We are three sisters united in our search for the divine - in food, libation, literature, art, and nature. This blog will capture the true, sometimes decadent, at times humorous, and every so often transcendent adventures of the Salvation Sisters.

Sunday, September 29, 2013

Tohono Chul Park, The Night Blooming Queen and Stuffed Poblano Chiles with Pepita Sauce

My Traveling Tales by Michelle

"There are no vacant lots in nature." ~Edward Abbey

"I don't want to sell the land. I don't want it cemented over. I want to preserve it."
                                                          ~Jean Wilson, former owner of Tohono Chul Park

   Thankfully there are living among us those brave souls who decline commercial real estate developers'  lucrative offers to purchase a family's prime real estate. The developer's goal, in the words of Joni Mitchell, is to pave paradise and put up a parking lot. Jean and Richard Wilson are a couple who loved their desert home and decided to preserve the land for the benefit and use of the general public. When Tohono Chul Park was officially dedicated as a desert preserve in 1980, Tucsonans rejoiced.
   Just west of one of the busiest intersections in Tucson, the park is a 49-acre oasis in the desert, with mountain views all around and wildlife scurrying about the property. It is a perfect place to take a walk on 1/4 and 1/2 mile desert loops, or to enjoy an early or mid day meal in the courtyard or on the patio. You will hear the birds sing and see the lizards scurry. I also saw a Gopher snake slide across the walking path on my last visit and a small bunny with a rather large puff of tail hop down the trail.
   Tohono Chul Park has planted the largest public collection of Night Blooming Cerus, a cactus that blooms once a year, on only one night, and under the full moon. The white blooms, as you will see in the photos below, are quite dramatic. It turns out the blooms are a much anticipated event. The Park sends Facebook alerts as to the progress of the blooms and then posts a final update the day before the blooms are to unveil themselves. In early July, the park was inundated with admires lining up to capture photos of the dramatic flowers, me included and my reluctant husband in tow.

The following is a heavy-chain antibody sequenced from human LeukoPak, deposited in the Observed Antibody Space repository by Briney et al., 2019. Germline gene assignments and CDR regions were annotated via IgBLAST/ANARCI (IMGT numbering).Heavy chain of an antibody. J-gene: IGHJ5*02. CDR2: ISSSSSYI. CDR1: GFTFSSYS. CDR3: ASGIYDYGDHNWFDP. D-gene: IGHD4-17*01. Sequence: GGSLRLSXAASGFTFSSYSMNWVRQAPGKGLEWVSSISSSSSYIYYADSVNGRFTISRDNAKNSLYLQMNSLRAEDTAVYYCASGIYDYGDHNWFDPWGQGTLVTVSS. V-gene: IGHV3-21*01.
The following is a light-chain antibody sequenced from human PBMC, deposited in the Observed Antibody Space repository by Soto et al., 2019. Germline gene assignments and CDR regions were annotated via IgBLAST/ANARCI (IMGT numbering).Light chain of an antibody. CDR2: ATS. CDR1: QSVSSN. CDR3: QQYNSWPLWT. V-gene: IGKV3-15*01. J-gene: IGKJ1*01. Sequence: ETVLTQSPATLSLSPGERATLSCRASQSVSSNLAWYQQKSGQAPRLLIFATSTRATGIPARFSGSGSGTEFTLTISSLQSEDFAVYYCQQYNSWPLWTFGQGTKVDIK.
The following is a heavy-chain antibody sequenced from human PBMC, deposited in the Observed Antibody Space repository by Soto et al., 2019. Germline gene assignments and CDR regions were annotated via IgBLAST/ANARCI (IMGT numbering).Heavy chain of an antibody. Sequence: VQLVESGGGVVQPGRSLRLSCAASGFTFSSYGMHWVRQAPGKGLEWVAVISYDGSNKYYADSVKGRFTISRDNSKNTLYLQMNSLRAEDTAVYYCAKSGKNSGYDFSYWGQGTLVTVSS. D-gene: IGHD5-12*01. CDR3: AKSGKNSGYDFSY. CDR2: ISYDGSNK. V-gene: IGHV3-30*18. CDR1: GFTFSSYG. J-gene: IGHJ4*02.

A Night Blooming Cereus (Peniocereus Greggii) illuminated by a flashlight held by my husband.

When inquiring minds asked about my night viewing the flowers, I jokingly responded that I saw a lot of ass. I saw way more behinds than flowers because most folks were bent over taking photos.
The Garden Shop at the entrance of the La Entrada Greenhouse.
   There are three former homes on the property. The bistro is established in the house built in 1963 in the hacienda-style with a formal courtyard and fountain. The lushly planted back patio seats more people than the courtyard. Fortunately both outdoor spaces are equally delightfully locations to enjoy breakfast and lunch. Enjoy a prickly pear flavored lemonade and buy a bottle of Cheri's Prickly Pear Cactus Syrup to take home with you. The syrup is made in Tucson from fruit picked on a prickly pear cactus farm located in the Santa Cruz Valley, about 45 minutes south of Tucson.